If a tree falls in a forest and no one is around to hear it, does it make a sound?
If a law firm publishes content on its Facebook page, but it appears in no one's News Feed, does it make an impact?
We've talked about Facebook going "pay to play" recently, but according to a blog post by the company last month, the change toward de-emphasizing promotional posts from pages (unless you pay for advertising) may be rapidly accelerated to the point of invisibility for those who refuse to fork over francs to Facebook and for those who are transparently spamming the feeds of folks who "liked" their law firm's page.
In short: If unpaid Facebook posts are part of your law firm's marketing strategy, then it may be time for you to "defriend" the social network.
Facebook Says: Less Promotional Content
Obvious Truth No. 1: People don't like to be inundated with spammy content. In its blog post, Facebook framed their transition as a response to customer complaints, noting that ads were controlled for the number displayed to users, while promotional posts pushed out by pages "liked" by users were not as closely controlled. In short, they limit the number of paid ads, and only recently started cutting back on free-riders who used Facebook pages to promote their products and services.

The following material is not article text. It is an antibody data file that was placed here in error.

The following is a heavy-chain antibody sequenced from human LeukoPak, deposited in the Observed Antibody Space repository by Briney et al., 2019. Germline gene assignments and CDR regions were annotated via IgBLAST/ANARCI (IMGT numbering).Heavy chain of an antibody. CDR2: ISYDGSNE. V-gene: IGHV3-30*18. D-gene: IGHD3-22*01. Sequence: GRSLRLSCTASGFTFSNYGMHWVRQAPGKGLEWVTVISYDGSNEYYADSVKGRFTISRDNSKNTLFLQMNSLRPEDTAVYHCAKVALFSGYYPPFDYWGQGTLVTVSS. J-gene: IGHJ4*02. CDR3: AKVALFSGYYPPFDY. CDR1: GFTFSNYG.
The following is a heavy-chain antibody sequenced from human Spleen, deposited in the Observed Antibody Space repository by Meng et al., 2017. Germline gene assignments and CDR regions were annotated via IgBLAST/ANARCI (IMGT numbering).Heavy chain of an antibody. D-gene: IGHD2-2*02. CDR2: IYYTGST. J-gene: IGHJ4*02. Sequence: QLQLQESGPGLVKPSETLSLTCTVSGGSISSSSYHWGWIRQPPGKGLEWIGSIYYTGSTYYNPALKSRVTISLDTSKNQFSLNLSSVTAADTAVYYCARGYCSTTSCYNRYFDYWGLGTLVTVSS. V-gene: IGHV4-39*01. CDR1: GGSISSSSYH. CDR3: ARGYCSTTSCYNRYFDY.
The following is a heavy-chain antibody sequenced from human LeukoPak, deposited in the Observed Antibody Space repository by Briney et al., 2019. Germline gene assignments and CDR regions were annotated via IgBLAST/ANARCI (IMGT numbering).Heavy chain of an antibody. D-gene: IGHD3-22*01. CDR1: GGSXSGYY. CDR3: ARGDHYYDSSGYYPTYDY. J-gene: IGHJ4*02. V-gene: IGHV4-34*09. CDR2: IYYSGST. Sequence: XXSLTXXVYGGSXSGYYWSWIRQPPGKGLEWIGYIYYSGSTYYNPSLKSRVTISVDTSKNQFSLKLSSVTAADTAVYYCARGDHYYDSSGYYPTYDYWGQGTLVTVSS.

Come mid-January, the free ride won't just be limited -- it'll end altogether. Specifically, Facebook will be targeting posts that "feel too promotional," including:
Facebook notes that posts with these traits will see less organic (unpaid) reach over time. They also said that they will not increase the number of paid ads to compensate for the change, which means that your firm's posts will be replaced in News Feeds with shared BuzzFeed listicles, pictures of cats frolicking with goats, and whatever the heck else people share on Facebook.
We Say: Pay to Play, If You Must Stay
Facebook can call it whatever they want, but this is basically limiting businesses' ability to reach their customers unless they pay for advertising, even if a business has invested significant time and resources into building a Facebook following.
Personally, I've never heard of a law firm getting clients off of Facebook pages and advertising efforts. And LinkedIn and Twitter are way better for lawyer-to-lawyer networking than the far-too-intimate Facebook. If you have a successful Facebook marketing campaign going, know that this change will probably mean that you'll spend more on advertising than you did in the past. And if you don't have a Facebook marketing campaign, we don't see any reason to start now.